Although the SEC’s Dodd-Frank mandated report that there should be a uniform fiduciary duty standard for broker-dealers and investments advisers is nearly two years old, we are no closer to seeing that become a reality.  The question is why.

Some see the lack of a majority of SEC Commissioners in support a draft request for public input as the cause for delay.  The stall may continue as long as the Commission remain currently constituted.  Others think that the Department of Labor’s forthcoming rule on the definition of a fiduciary under ERISA as a possible development that may break the logjam.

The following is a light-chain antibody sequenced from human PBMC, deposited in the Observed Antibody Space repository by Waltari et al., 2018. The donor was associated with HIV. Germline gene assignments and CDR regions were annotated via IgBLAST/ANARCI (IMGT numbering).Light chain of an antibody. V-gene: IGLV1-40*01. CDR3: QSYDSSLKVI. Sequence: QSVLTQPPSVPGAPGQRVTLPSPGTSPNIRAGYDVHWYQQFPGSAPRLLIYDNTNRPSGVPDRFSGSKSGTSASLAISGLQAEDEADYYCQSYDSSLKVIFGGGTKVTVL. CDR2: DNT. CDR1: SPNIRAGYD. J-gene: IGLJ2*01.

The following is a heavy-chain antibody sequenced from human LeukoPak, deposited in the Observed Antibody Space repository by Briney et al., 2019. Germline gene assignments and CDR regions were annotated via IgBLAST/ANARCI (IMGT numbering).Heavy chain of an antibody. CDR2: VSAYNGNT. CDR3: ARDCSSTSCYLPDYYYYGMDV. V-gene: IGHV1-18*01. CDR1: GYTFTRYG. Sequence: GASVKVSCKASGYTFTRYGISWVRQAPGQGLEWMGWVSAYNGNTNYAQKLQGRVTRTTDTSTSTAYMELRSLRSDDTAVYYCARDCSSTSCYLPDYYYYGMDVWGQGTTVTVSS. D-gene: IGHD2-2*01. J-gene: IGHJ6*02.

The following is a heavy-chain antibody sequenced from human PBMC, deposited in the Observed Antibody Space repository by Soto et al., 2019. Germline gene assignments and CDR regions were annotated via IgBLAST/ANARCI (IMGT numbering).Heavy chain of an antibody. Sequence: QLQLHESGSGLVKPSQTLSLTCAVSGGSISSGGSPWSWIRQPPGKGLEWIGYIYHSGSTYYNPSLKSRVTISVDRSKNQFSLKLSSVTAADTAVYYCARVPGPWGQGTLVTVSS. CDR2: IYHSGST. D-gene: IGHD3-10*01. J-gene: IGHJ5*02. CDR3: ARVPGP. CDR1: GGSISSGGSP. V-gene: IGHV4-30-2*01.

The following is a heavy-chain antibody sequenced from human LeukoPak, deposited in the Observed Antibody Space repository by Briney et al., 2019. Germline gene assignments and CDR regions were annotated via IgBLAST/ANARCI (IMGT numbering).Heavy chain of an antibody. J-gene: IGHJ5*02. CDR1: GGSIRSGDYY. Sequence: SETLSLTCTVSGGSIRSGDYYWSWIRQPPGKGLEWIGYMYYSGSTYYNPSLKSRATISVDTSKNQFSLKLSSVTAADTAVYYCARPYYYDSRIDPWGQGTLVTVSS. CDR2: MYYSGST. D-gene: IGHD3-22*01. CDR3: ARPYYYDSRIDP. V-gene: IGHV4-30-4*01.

The real question that must be asked is whether a uniform fiduciary duty standard is even worth the effort. 

In the many cases that I have defended broker-dealers, it is hard to recall any where the claimant did not assert a claim for breach of fiduciary duty.  Moreover, many arbitrators that I have observed make the general assumption that a broker-dealer serves as a fiduciary for its clients.  In addition, some courts have already concluded that broker-dealers are fiduciaries to their customers.

In my view, the push, to the extent that one even remains, is one of optics.  In other words, there is a perception that the public wants to see there be such a standard so some will continue to push for it.  If anyone analyzed the issue hard enough, they would probably see that broker-dealers are already often held to such a standard, such that the effort to legislate it is one that is not needed.